I was having some coffee with my stroke buddies today. Someone started talking about one of the standard stroke tests. “That’s funny”, pipes up someone else, “I never had that test.”
It’s funny, because we all had different stroke experiences, but a common theme was that we all felt let-down in some way due to a gap between theory and practise. I’ve commented more than once to the Stroke Association (the UK’s stroke charity) that, in terms of priorities, top of the pile should be consistency, throughout the country. After that, we worry about raising standards.
The Stroke Association, by the way, are every bit as poor as the NHS, in terms of what actually happens to stroke patients. When I first colunteered, I attended a seminar where somebody said, “when x happens, then doctors do y“, and I’m afraid it isn’t so. It might happen, sometimes.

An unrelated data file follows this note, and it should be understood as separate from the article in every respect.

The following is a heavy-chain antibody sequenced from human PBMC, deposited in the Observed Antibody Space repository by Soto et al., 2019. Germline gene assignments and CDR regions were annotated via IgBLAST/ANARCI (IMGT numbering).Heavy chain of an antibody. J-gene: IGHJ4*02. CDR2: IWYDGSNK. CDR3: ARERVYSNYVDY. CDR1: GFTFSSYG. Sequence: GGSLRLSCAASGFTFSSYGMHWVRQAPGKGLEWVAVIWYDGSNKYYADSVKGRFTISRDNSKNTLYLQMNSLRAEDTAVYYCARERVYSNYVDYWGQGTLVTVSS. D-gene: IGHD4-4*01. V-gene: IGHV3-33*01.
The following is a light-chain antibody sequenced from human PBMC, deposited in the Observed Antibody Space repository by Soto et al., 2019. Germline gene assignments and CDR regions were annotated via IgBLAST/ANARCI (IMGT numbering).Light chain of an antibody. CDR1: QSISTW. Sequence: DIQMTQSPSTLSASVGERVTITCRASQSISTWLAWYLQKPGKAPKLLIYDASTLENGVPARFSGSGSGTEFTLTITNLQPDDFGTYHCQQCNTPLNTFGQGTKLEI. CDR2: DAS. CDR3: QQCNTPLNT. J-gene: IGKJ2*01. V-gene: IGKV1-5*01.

I can totally understand that the NHS has a “goal”, in terms of treatment, but they don’t always meet that goal. If fact, anecdotally, they hardly ever meet it. And I can totally understand that it is useful for the Stroke Association to cosy up to the NHS, to not want to rock the boat by highlighting poor treatment. But they should know that with some of us, the NHS’s plans fall some way short.